Even before touching down in Bangui, the scene is set. Flying over the city, you first see the suburbs. You can clearly make out vehicles and residents wandering about, however, it is far from the hustle and bustle typical of so many African capitals. Then there is a neighbourhood that is completely empty. No people and no movement… Finally, we arrive at the airport of the capital of the Central African Republic.
The sight of M’Poko is staggering. It is the largest IDP camp in Bangui. 100,000? 150,000? It is difficult to estimate the number of people who have fled here from the violence in recent weeks. One thing is certain, the density of people at this makeshift camp, located right alongside the runway, is beyond comprehension. Once the plane has landed, the crowd resumes its comings and goings on the runway.
In total, there are hundreds of thousands of people who have fled violence in their neighbourhoods to find refuge in one of many camps of varying sizes and this in a city of fewer than one million inhabitants. With the checkpoints, military convoys and the sometimes-deserted streets, you can understand that there is a constant tension.
My first contact with M’Poko comes the day after I arrive, when I accompany the medical team on the projects MSF has set up in no time: a clinic and two health posts. In the vehicle that takes us there, Francesco, the MSF medical coordinator in the camp, does not mince words. “This is your first time in M’Poko? You’ll see, it’s hell here…”
To reach the clinic, the 4×4 has to crawl along a narrow dirt road; such is the density of the crowd. After 200 metres, the clinic appears. It was set up a few weeks ago on the edge of the camp, when it still contained ‘only’ 30,000 people. With violence rife in the city, it continues to grow and has absorbed the clinic.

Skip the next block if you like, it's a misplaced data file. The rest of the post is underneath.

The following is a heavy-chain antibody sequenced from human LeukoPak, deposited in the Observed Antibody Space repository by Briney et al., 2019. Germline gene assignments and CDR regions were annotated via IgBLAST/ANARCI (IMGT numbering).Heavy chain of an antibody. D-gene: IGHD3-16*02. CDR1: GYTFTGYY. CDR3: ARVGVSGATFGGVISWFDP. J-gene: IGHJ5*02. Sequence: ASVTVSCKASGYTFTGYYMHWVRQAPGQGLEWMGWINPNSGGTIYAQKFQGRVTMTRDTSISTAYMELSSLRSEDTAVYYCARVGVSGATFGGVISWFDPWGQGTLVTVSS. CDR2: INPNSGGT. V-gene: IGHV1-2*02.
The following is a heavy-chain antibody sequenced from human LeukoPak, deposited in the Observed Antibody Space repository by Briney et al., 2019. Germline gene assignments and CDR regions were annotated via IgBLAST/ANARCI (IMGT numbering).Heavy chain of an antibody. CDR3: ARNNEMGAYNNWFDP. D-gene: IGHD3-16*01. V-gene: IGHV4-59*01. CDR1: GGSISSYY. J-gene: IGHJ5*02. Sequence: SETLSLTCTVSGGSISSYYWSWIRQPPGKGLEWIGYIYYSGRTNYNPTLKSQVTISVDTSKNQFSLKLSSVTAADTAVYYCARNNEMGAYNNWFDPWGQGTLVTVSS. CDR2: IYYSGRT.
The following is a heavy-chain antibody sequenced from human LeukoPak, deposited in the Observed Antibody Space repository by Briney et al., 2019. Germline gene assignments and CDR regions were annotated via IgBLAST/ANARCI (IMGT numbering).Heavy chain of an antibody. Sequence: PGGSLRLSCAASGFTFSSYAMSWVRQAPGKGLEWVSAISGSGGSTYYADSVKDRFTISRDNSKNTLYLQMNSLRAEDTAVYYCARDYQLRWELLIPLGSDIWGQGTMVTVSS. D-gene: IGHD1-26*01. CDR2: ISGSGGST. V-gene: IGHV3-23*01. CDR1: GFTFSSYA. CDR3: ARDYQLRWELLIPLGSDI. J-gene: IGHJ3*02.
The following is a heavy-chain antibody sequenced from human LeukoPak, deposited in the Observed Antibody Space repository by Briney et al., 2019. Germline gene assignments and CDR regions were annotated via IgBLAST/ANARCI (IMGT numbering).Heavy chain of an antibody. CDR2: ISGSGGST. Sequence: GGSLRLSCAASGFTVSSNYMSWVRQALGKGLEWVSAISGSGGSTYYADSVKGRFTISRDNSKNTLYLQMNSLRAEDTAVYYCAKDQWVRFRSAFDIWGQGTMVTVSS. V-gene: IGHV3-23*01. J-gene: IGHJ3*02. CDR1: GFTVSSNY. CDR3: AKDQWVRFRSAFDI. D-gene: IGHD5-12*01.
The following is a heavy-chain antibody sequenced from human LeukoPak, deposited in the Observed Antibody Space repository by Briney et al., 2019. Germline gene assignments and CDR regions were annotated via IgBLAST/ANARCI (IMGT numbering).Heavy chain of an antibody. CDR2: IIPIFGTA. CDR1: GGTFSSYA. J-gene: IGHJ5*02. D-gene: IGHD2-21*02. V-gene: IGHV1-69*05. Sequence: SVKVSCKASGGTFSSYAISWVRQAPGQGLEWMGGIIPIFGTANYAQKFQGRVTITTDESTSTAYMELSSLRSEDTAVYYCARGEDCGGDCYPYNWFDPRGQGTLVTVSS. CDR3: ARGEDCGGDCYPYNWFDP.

On foot, the feeling of having entered some form of giant, living organism is even stronger. Running alongside either side of the path are improvised stalls, shelters, hung sheets, corrugated iron or tents packed tightly side by side. In a post-apocalyptic vision whilst going round a hangar, I see families gathered under the wings of neglected planes which have not flown among the clouds for ages. The living conditions are appalling. There is crowding and a lack of water, food, proper shelter and toilets. The smell of some places is unbearable and there are flies everywhere. I wonder how these families have, for weeks now, been able to live like this…
With the health posts in tents and the clinic located partially in tents and partially in a building, the MSF system is functioning well. Serious cases are referred to the clinic, which has a maternity department, an inpatient area, an emergency department, a consultation area, etc.
The majority of the local MSF doctors and nurses are themselves living in the camp. Passing by each other in these facilities are victims of stray bullets, malaria – which affects even more people than the violence – dehydration or respiratory infections. The most severe cases are sent to the city, primarily to the referral hospital where another MSF team provides the only trauma surgery services in Bangui.
A dilapidated room has been fitted out as far as possible to act as a delivery room. “We deliver 10–12 babies per day,” says Juliane, a midwife. This is equivalent to a large hospital in a mid-sized European city, but without the staff and equipment they would have available. “We have managed to not lose any mothers to date, however I am seeing increasing numbers of miscarriages and premature births due to the living conditions and stress…”
In order to better respond to the needs of the people, MSF is building a hospital right from start to finish on the other side of the camp. Andrea, a logistics specialist, working with over 100 local workers, is busy working to achieve this feat in 10 days, looking occasionally at a plan sketched on a piece of cardboard.
While it is the largest and most striking, M’Poko is only one of many IDP camps in the city and in the country. It is a country plunged into an appalling crisis, which is often forgotten about by the outside world. Christian, a German photojournalist, shows me superb negatives, taken during his travels across the country over several months. “I offered my reports to the major German media organisations,” he says, disheartened. “Their response: ‘not interested’…”